Is inherited class a derivative work?

Chris Gray chris.gray at
Wed Oct 24 15:43:16 UTC 2001

Chloe Hoffman wrote:

> In the case of Java, there seems to be no need to rely on "fair use". The
> following is from, e.g., the JDK 1.1 documentation:
> Sun Microsystems, Inc. (SUN) hereby grants to you a fully-paid,
> nonexclusive, nontransferable, perpetual, worldwide limited license (without
> the right to sublicense) under SUN's intellectual property rights that are
> essential to practice this specification. This license allows and is limited
> to the creation and distribution of clean room implementations of this
> specification that (i) include a complete implementation of the current
> version of this specification without subsetting or supersetting, (ii)
> implement all the interfaces and functionality of the standard java.*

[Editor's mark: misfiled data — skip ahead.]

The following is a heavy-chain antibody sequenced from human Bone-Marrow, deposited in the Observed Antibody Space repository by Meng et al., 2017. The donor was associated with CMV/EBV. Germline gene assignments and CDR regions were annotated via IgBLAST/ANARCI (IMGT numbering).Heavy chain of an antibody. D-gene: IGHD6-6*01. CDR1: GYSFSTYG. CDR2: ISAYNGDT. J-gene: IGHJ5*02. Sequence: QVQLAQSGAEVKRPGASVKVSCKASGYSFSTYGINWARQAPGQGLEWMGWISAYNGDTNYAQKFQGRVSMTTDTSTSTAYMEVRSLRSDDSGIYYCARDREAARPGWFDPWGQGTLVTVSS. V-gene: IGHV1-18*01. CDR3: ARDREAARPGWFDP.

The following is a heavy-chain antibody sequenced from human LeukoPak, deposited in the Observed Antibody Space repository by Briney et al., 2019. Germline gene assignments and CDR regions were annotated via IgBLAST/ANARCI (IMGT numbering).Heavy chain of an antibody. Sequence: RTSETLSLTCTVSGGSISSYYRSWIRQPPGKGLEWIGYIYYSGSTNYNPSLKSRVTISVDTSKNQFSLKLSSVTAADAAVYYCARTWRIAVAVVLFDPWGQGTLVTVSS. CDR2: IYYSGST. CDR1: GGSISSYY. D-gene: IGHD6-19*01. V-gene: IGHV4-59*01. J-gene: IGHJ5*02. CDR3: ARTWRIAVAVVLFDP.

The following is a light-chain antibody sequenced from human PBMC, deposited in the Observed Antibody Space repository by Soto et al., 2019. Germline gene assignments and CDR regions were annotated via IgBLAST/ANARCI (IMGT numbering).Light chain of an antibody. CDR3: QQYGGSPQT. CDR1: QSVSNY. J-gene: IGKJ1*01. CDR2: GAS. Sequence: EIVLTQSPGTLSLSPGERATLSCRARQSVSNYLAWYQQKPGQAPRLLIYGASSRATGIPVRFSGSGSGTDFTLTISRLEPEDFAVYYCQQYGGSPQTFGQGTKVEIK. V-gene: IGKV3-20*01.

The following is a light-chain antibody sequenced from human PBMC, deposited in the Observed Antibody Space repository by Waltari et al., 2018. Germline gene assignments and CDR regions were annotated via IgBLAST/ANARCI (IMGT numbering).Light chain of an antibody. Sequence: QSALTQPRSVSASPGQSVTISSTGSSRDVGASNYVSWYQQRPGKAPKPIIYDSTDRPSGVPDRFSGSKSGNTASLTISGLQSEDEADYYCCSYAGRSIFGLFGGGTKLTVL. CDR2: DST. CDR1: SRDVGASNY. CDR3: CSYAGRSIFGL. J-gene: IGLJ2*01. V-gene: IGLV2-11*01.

> packages as defined by SUN, without subsetting or supersetting, (iii) do not
> add any additional packages, classes or methods to the java.* packages (iv)
> pass all test suites relating to the most recent published version of this
> specification that are available from SUN six (6) months prior to any beta
> release of the clean room implementation or upgrade thereto, (v) do not
> derive from SUN source code or binary materials, and (vi) do not include any
> SUN binary materials without an appropriate and separate license from SUN.

Yes, but you might not want to rely on the above "nonexclusive,
perpetual, worldwide limited license".  For example, the requirement to
"implement all the interfaces and functionality of the standard java.* packages
defined by SUN" is worryingly ill-defined: which version is meant?  And the
requirement to pass the test suites can be problematic if they won't let you
them.  Then fair use seems interesting again ...

Chris Gray
VM Architect, ACUNIA

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